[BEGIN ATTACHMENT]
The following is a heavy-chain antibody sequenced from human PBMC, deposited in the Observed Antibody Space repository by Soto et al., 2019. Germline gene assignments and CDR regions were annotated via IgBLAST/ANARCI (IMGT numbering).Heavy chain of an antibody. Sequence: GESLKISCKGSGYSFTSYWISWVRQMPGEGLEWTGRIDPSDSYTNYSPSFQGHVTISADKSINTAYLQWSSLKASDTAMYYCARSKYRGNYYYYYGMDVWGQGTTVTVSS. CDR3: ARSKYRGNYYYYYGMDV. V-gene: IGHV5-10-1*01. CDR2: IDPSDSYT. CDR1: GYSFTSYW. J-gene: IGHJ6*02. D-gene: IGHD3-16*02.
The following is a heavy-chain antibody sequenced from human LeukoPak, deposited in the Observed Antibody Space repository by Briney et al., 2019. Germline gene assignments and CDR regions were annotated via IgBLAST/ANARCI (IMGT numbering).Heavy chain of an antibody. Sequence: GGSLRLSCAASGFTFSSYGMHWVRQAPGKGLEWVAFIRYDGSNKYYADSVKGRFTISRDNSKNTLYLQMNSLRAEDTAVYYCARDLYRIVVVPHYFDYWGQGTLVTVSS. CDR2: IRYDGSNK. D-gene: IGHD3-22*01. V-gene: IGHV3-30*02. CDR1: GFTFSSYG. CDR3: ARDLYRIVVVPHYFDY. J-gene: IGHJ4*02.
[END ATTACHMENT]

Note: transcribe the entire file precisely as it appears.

The following is a heavy-chain antibody sequenced from human PBMC, deposited in the Observed Antibody Space repository by Soto et al., 2019. Germline gene assignments and CDR regions were annotated via IgBLAST/ANARCI (IMGT numbering).Heavy chain of an antibody. Sequence: GESLKISCKGSGYSFTSYWISWVRQMPGEGLEWTGRIDPSDSYTNYSPSFQGHVTISADKSINTAYLQWSSLKASDTAMYYCARSKYRGNYYYYYGMDVWGQGTTVTVSS. CDR3: ARSKYRGNYYYYYGMDV. V-gene: IGHV5-10-1*01. CDR2: IDPSDSYT. CDR1: GYSFTSYW. J-gene: IGHJ6*02. D-gene: IGHD3-16*02.
The following is a heavy-chain antibody sequenced from human LeukoPak, deposited in the Observed Antibody Space repository by Briney et al., 2019. Germline gene assignments and CDR regions were annotated via IgBLAST/ANARCI (IMGT numbering).Heavy chain of an antibody. Sequence: GGSLRLSCAASGFTFSSYGMHWVRQAPGKGLEWVAFIRYDGSNKYYADSVKGRFTISRDNSKNTLYLQMNSLRAEDTAVYYCARDLYRIVVVPHYFDYWGQGTLVTVSS. CDR2: IRYDGSNK. D-gene: IGHD3-22*01. V-gene: IGHV3-30*02. CDR1: GFTFSSYG. CDR3: ARDLYRIVVVPHYFDY. J-gene: IGHJ4*02.